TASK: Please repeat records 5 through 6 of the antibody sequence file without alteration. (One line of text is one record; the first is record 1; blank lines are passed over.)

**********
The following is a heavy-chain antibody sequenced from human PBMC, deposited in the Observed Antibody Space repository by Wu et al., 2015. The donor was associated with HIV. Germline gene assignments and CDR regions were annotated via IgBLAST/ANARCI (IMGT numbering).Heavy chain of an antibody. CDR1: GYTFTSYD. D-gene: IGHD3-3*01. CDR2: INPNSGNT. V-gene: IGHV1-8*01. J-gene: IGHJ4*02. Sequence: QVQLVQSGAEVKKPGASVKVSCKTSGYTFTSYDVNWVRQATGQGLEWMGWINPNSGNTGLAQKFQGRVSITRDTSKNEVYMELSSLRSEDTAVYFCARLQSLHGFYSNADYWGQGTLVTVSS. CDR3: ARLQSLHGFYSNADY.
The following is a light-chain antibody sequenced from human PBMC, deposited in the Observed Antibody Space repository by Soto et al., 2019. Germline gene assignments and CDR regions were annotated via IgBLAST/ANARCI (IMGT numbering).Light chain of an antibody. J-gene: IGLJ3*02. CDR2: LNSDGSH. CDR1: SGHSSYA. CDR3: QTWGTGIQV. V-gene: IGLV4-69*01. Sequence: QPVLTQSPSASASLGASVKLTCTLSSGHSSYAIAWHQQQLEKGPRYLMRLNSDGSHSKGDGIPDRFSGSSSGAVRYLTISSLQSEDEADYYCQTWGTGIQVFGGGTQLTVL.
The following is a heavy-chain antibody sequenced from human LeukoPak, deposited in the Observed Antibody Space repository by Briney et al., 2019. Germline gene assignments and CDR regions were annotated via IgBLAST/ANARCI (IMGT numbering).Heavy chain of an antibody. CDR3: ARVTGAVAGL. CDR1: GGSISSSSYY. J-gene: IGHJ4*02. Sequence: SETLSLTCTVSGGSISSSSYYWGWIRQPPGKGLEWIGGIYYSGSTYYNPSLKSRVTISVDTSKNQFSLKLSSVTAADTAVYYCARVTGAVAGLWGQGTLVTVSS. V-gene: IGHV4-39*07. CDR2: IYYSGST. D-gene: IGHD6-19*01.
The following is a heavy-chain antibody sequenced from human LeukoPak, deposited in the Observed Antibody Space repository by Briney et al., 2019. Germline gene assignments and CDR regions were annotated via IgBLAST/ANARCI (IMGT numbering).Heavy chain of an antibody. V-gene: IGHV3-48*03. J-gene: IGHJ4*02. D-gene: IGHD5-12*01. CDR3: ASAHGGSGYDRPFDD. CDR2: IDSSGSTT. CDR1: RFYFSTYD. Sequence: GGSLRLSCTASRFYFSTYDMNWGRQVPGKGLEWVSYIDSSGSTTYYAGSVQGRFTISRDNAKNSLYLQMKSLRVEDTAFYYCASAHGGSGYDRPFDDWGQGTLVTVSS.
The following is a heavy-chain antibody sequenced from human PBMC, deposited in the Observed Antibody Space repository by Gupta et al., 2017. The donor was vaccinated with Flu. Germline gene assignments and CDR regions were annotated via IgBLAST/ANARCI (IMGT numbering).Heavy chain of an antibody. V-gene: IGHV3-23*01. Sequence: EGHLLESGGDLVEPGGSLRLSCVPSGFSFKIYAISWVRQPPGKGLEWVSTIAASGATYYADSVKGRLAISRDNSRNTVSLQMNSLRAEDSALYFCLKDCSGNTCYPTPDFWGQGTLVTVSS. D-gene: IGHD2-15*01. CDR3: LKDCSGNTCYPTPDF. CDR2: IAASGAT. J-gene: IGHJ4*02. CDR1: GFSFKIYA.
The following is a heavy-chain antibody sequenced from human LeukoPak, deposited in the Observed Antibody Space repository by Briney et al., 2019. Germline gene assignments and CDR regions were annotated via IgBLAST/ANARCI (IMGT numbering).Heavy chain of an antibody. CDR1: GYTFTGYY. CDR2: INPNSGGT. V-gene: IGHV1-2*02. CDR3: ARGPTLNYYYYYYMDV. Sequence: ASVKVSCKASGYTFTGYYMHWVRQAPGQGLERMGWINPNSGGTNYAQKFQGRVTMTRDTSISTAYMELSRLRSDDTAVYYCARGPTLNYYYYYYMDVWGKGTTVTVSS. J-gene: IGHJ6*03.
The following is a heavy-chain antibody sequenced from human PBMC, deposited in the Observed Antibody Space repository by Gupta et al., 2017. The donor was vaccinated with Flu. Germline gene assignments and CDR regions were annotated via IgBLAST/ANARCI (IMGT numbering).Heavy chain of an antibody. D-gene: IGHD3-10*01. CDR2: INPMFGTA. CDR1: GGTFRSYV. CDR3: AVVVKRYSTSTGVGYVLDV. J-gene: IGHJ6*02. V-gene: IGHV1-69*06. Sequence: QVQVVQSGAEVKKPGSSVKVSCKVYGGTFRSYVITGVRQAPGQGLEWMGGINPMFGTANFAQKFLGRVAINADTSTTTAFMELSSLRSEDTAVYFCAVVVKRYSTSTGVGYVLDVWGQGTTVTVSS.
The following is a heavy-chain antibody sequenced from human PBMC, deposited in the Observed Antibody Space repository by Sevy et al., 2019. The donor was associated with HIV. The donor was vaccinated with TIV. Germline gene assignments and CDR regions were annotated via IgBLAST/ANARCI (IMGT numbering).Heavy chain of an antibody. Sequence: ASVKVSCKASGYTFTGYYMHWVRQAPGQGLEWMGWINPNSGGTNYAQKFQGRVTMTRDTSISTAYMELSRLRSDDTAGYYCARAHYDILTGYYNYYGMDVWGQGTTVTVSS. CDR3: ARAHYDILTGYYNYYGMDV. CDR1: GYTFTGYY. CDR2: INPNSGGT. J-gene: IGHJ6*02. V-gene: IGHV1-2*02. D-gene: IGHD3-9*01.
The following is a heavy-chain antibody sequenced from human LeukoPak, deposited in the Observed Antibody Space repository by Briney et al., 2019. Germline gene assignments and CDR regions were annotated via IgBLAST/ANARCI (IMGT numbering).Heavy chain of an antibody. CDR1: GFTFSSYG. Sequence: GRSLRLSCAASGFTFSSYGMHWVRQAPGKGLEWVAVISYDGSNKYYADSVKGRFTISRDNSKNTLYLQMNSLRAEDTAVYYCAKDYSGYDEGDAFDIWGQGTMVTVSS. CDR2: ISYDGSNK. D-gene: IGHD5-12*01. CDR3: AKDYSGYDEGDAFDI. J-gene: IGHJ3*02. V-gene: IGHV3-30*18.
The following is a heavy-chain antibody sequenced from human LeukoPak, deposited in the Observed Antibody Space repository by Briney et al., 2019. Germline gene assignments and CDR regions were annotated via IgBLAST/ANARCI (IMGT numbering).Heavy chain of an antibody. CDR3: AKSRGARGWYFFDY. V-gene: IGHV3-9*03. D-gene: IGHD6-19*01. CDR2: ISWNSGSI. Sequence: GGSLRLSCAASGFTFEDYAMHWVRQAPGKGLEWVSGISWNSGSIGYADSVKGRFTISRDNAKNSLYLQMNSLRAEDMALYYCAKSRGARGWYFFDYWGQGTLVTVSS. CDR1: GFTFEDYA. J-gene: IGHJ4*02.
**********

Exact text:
The following is a heavy-chain antibody sequenced from human PBMC, deposited in the Observed Antibody Space repository by Gupta et al., 2017. The donor was vaccinated with Flu. Germline gene assignments and CDR regions were annotated via IgBLAST/ANARCI (IMGT numbering).Heavy chain of an antibody. V-gene: IGHV3-23*01. Sequence: EGHLLESGGDLVEPGGSLRLSCVPSGFSFKIYAISWVRQPPGKGLEWVSTIAASGATYYADSVKGRLAISRDNSRNTVSLQMNSLRAEDSALYFCLKDCSGNTCYPTPDFWGQGTLVTVSS. D-gene: IGHD2-15*01. CDR3: LKDCSGNTCYPTPDF. CDR2: IAASGAT. J-gene: IGHJ4*02. CDR1: GFSFKIYA.
The following is a heavy-chain antibody sequenced from human LeukoPak, deposited in the Observed Antibody Space repository by Briney et al., 2019. Germline gene assignments and CDR regions were annotated via IgBLAST/ANARCI (IMGT numbering).Heavy chain of an antibody. CDR1: GYTFTGYY. CDR2: INPNSGGT. V-gene: IGHV1-2*02. CDR3: ARGPTLNYYYYYYMDV. Sequence: ASVKVSCKASGYTFTGYYMHWVRQAPGQGLERMGWINPNSGGTNYAQKFQGRVTMTRDTSISTAYMELSRLRSDDTAVYYCARGPTLNYYYYYYMDVWGKGTTVTVSS. J-gene: IGHJ6*03.